New perspectives on the Dublin Lockout

The Dublin Lockout 1913 – New Perspectives on Class War and its Legacy – Conor McNamara and Padraig Yeates, Irish Academic Press, 2017, €24.99/€49.99

Much has already been written about the 1913 Dublin Lockout but this collection - published in 2017 and comprised of essays written up from a centenary commemoration event - contains some interesting insights.

The book starts with a handy chronology of the relevant events of 1913-14, beginning on 19 July 1913, when William Martin Murphy, the President of the Dublin Chamber of Commerce, called his workers to a midnight meeting to tell them that anyone belonging to the Irish Transport and General Workers’ Union (ITGWU) will be sacked.

Among all the other aspects of the subsequently unfolding drama of sackings, strikes and lockout, the chronology details how the English TUC initially promised solidarity but then rapidly sold out the Irish workers, to the anger of ITGWU leader James Larkin, who, on 10 October 1913, was ‘a guest of honour at a rally...where he [told] the audience that British trade union leaders were “about as useful as mummies in a museum” because they refused to sanction sympathetic strikes in Britain.’

Having established this background, the collection moves on to examine aspects of the Lockout which have not been the main thrust of previous writings. One chapter looks at events from the perspective of Irish Americans, another in the appropriately named ‘Tale of Two Cities’ compares Dublin and Belfast at the time of the Lockout, while yet another chapter focuses on the life of revolutionary Irish republican, women’s rights activist, trade unionist and pro-Soviet socialist Helena Molony, who played an active role both in the Lockout and in the 1916 Rising.

Another of the smaller and specifically focussed essays is entitled ‘Quick Witted Urchins – Dublin’s Newsboys in Challenging Times, 1900-1922’. In a time before not only today’s modern communication methods, but also without TV or radio, the newspaper was king. Daily newspapers would sometimes produce several editions per day and the newsboys – who were employed directly by the papers themselves, as opposed to by distribution outlets or shops - were essential to getting them out to the buying public. Publications represented every shade of political opinion, and the ITGWU had its own paper, the Irish Worker. As the book records: ‘by organising the newsboys, Larkin also ensured that his own newspaper had an effective distribution network’.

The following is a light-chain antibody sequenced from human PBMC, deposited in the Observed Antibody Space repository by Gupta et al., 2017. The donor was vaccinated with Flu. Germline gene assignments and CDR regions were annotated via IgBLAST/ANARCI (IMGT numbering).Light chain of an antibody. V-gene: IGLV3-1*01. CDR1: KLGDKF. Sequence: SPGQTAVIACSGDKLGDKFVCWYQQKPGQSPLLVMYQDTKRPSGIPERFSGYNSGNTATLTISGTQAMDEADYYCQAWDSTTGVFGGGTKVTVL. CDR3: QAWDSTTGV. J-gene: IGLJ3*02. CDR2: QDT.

The newsboys were young, precarious workers, from impoverished working class families. In addition to being the objects of both derision and charity, they were workers in their own right, as well as being integral to the communication of political developments via the news media. Despite, such workers, like today’s delivery drivers and couriers, being hard to organise, the newsboys had staged their own strike in 1911, and in 1913, the book records:

‘In popular memory, the Lockout began with a symbolic act of defiance, when tramway drivers walked away from their trams and pinned the famous red hand badge to their uniforms. In reality the first blow was actually delivered over a week previously by William Martin Murphy; on 15 August, Murphy removed forty men and twenty boys from the despatch delivery office of the Irish Independent… there was an almost immediate response to this from the workers who placed pickets on the office, and that afternoon the newsboys refused to sell the Independent’s sister publication the Evening Herald.’

The commentary in parts of this collection, such as ‘1913: The Cinderella Centenary’ by Padraig Yates, reflects the revisionist politics of the Workers Party, to which the author of that chapter and joint editor of the collection belongs, and this can strike a discordant tone at times. However, even these chapters contain some useful ‘myth-busting’, such as the description (p172) of how the genuine contribution of ITGWU/Irish Women Workers’ Union leading militant Rosie Hackett to the events of 1913 was unnecessarily exaggerated and embroidered by some of those who successfully campaigned on the centenary for a Dublin bridge to be named in her honour.

Further, this slant is not overwhelmingly present in every chapter, with the book’s contributors taking a range of political stances, with the oral history project, ‘The legacy of the Lockout’, which is reported on in chapter 11, having been compiled by reporters with an even wider range of opinion.

This is a collection which is certainly worth dipping into for anyone interested in the working class history of Ireland.

Nicki Jameson

For a history and analysis of the events and politics of the Dublin Lockout, go to


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